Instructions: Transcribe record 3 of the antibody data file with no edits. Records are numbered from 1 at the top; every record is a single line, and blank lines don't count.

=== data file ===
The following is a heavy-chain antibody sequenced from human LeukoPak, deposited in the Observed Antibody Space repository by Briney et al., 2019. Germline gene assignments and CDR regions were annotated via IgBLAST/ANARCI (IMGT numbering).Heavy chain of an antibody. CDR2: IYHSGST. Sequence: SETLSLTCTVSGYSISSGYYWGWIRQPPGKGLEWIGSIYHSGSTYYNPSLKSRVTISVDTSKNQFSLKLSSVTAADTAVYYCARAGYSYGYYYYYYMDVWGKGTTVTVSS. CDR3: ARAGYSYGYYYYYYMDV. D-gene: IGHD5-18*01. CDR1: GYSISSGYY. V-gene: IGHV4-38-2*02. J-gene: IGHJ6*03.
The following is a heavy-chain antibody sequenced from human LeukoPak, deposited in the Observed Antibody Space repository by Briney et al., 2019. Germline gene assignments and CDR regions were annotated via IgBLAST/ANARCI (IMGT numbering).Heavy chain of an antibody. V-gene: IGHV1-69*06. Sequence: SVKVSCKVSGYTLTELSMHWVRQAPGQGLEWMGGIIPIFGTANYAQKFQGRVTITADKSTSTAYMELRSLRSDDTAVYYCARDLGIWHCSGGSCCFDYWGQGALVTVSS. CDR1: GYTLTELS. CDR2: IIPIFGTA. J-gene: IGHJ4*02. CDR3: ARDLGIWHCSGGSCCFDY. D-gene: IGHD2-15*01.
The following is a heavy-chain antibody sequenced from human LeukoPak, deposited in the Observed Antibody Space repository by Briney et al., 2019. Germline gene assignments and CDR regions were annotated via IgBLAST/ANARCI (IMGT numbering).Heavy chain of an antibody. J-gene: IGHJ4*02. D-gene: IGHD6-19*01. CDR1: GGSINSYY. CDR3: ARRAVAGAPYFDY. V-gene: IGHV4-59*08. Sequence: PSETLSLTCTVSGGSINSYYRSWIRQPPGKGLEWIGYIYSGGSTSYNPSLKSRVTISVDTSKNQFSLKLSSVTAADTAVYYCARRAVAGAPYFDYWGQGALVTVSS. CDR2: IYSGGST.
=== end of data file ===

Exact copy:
The following is a heavy-chain antibody sequenced from human LeukoPak, deposited in the Observed Antibody Space repository by Briney et al., 2019. Germline gene assignments and CDR regions were annotated via IgBLAST/ANARCI (IMGT numbering).Heavy chain of an antibody. J-gene: IGHJ4*02. D-gene: IGHD6-19*01. CDR1: GGSINSYY. CDR3: ARRAVAGAPYFDY. V-gene: IGHV4-59*08. Sequence: PSETLSLTCTVSGGSINSYYRSWIRQPPGKGLEWIGYIYSGGSTSYNPSLKSRVTISVDTSKNQFSLKLSSVTAADTAVYYCARRAVAGAPYFDYWGQGALVTVSS. CDR2: IYSGGST.